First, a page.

Both of these animes have two main characters female and male which travel around place to place in search of something. Of course since man and women are traveling together it's not so hard to guess that both of these animes have romance in them. The two also show how one character changes the other over their time traveling together through out their adventures overall both animes are similar but unquie in their own special ways.
Similar feeling, in both main characters have some secrets from their past,unique style of fighting and reason to travel a lot .Both take place in the past.
Both Katanagatari and Samurai Champloo feature historical elements, while at the same time incorporate modern culture. The main characters have semi-unique methods of fighting and aid a girl on her journey to find something. They also hint on romance, Katanagatari more so than Samurai Champloo.
If you liked one, I highly suggest giving the other a try.
Similar animation style. Slightly similar in story of a girl in need of someone to accompany her on a journey. Both have comic relief, as well as tear-jerking episodes.
Both series employs the theme of historical genre in the older era mixed in with modern pop culture. The stories of both of these anime(s) focuses on the journey that the main protagonist take while meeting with others. In other words, each episode reflects the different setting and circumstance the characters must endure.
Of course, both series also contain swordsplay so expect action mixed in with some epic soundtracks. Both series are quite entertaining and moves away from the traditional "save the world" sort of theme. Finally, the setting, characters, and style of both series are similar.
1. A journey between strangers. (Which grew deeper as the shows progress.)
2. Samurai, ninja and blades.
In Katanagatari and Shura no Toki both main characters Use a unarmed style
that allows the user to defeat any number of armed opponents using incredible speed and strength
Both series feature a male lead who defeats various elite swordsmen without using a sword, which is a rather rare similarity. Both share a similar pace of traveling and fighting, though Katanagatari has more comedy elements and a more colorful visual style. If you liked one you will surely enjoy the other.
Both are historical setted.
Both main characters are male and use only hand to hand combat against weapons.
Both begin with no purpose or reason to fight.
Both shows revolve around characters that use a fighting style on bare hand swordsman ship, and go through a story traveling Japan going from one fight to the next.
Both these shows employ the same premise of a girl hiring a skilled individual in order to collect a number of relics in a fantasy world (fedual Japan with fantasy elements in Katanagatari's case).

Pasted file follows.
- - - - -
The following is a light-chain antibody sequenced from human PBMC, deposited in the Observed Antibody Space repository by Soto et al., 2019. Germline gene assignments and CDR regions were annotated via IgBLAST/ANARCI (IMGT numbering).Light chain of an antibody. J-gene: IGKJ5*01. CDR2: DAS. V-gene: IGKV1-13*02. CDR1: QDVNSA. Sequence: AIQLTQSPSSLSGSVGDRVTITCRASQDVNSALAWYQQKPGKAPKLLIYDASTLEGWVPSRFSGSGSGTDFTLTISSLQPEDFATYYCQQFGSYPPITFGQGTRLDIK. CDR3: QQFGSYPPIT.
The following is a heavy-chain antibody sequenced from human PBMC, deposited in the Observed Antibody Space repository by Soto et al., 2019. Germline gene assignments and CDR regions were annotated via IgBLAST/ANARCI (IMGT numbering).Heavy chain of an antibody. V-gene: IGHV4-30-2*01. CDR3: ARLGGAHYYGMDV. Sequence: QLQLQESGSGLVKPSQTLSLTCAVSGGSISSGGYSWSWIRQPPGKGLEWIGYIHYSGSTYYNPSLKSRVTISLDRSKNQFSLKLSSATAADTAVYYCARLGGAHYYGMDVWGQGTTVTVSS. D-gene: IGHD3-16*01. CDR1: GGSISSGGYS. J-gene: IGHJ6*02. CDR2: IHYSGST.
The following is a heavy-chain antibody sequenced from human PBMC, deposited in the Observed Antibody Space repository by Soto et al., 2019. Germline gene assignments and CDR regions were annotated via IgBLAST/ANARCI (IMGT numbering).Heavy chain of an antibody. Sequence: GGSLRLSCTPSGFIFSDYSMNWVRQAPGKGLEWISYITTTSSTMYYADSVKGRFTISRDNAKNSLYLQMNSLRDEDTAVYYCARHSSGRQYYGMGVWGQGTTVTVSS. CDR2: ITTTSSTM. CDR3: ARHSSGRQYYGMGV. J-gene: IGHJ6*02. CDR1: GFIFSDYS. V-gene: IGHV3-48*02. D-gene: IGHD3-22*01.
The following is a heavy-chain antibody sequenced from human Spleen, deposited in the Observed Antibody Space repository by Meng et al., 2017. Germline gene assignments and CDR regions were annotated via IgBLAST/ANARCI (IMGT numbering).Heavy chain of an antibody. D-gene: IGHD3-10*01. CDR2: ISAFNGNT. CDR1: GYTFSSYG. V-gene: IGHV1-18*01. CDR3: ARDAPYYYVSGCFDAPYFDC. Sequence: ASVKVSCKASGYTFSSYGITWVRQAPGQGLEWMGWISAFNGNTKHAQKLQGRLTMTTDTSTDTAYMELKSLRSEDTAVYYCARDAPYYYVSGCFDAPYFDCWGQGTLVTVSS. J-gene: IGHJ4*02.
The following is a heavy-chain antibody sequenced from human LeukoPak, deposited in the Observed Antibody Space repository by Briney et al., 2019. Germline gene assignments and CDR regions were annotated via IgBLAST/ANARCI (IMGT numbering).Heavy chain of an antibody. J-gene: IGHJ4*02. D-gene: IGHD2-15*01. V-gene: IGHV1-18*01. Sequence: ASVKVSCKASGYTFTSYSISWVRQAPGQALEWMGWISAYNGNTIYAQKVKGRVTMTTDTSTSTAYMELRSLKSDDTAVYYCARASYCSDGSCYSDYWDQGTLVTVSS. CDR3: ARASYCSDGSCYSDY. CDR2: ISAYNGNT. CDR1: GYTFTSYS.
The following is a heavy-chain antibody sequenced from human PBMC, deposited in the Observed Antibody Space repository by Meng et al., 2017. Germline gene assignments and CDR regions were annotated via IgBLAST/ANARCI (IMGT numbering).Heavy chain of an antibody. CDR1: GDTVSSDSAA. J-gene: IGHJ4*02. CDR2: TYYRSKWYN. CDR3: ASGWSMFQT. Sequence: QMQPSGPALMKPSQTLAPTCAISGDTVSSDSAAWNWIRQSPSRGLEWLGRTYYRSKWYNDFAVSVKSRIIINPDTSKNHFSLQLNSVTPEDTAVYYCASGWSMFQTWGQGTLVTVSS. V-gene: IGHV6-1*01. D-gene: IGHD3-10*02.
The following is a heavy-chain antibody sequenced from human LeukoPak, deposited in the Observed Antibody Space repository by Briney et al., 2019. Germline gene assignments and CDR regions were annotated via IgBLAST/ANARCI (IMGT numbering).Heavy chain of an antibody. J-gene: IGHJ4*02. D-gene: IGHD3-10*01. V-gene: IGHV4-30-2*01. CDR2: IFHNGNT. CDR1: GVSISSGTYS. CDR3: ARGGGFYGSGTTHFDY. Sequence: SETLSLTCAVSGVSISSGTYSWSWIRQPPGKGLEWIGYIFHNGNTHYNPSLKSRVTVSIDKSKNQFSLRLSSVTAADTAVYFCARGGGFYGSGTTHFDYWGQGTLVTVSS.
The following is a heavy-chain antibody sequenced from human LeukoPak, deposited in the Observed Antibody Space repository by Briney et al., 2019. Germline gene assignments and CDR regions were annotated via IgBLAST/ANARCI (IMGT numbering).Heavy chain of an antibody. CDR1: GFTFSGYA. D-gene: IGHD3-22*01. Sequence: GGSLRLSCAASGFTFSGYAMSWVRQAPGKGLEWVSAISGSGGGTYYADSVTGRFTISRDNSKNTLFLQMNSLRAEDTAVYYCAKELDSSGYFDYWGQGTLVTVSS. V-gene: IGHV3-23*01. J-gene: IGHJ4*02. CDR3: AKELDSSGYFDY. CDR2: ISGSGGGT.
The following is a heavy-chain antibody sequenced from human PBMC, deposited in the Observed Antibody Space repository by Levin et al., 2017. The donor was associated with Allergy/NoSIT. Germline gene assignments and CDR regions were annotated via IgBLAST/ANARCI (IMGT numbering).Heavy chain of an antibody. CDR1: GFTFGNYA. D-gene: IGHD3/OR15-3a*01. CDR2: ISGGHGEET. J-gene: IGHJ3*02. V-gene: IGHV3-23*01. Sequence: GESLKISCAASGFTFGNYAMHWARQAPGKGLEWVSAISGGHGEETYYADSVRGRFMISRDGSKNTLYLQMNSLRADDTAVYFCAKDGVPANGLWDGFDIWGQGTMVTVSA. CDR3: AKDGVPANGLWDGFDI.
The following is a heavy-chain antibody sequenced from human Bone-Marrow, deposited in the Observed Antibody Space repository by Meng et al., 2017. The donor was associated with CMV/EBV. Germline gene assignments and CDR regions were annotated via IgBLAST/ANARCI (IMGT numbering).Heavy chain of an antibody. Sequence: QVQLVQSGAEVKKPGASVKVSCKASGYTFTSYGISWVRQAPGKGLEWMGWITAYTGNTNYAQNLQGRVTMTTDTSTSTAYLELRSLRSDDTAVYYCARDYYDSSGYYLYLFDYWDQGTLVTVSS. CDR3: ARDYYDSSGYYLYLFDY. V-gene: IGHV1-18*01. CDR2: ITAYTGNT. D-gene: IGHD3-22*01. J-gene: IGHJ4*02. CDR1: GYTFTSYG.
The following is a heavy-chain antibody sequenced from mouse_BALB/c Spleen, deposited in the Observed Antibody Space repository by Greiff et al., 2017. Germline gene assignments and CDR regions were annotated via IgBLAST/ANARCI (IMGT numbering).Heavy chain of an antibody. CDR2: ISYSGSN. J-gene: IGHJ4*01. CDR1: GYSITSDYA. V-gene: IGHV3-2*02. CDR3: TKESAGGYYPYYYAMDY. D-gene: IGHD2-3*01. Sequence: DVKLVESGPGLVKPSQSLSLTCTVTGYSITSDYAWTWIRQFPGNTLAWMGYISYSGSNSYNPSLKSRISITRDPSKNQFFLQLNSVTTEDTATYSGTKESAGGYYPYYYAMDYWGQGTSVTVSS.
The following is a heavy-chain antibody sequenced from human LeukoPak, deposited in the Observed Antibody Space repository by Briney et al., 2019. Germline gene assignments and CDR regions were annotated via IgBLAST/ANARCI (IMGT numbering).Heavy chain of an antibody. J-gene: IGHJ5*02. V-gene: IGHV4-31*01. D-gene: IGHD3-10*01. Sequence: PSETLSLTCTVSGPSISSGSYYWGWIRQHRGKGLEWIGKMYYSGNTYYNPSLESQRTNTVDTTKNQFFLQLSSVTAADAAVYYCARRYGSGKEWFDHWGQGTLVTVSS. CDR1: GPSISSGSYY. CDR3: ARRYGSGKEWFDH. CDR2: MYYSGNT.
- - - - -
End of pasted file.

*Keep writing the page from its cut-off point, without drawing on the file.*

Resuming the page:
A fantasy adventure detailing the journey of main characters. Both series' main characters possesses special abilities and weapons. The main concept details with a quest the characters but on the way faces obstacles and struggles. We also learn more about the main characters such as their past. And as a fantasy series, expect action with swordsplay. If you're looking for an adventurous show with a decent balance of action and humor, give these two a try.
Same type of plot quest/setup: boy meets girl, girl gets boy to help her collect a set of items important to her with many plot twists along the way. Though with Chaika, there's more recurring characters, and it's not as romantic as Katagatari (though the romance within is played well). Still, a good watch if you're interested in the same general quest.
Within both series, we see a smart, streetwise female on a journey who takes a clueless, strong male who lives in solitude out on 'her' adventure across the lands, searching for a number of specific items.
The female leads are pretty sensible in comparrison to the female leads you see often in shounen's today, yet as serious as she is, she isn't immune to humiliation.
The male lead isn't subject to buttmonkey and dispite his intellect being questionable, he does make you wonder at times.
A partnership of brains and brawn - both being nessessary.
Both are have a whole lot of conversation-worthy material.
The basic premise of both shows are very similar. A boy/man secluded form society who has not really seen another human besides his grandfather/sister. Also, his teacher died last year some time, who happened to be his grandfather. Anyway, an eccentric girl comes to his whereabouts and asks him to help her on her journey to collect the dragon balls/swords. Adventure ensues.
Shichika is rather similar to Goku in the respect that he doesn't really see the need for more than one outfit, he cannot recognize people so he resorts to touch, smell, and taste, and he is also assumed to be really dumb except for when it comes to fighting. Oh that brings me to another similarity, they both fight with fists rather than weapons. To be fair... i guess Goku uses a nyoibo (magical staff) too.
Over all, Katanagatari has a lot of similarities to Dragon Ball, but is different enough to not be a rip off. I would say that its the "thinking man's" Dragon Ball.
Main protagonists are super strong martial artists yet they are completely naive and clueless about the outside world.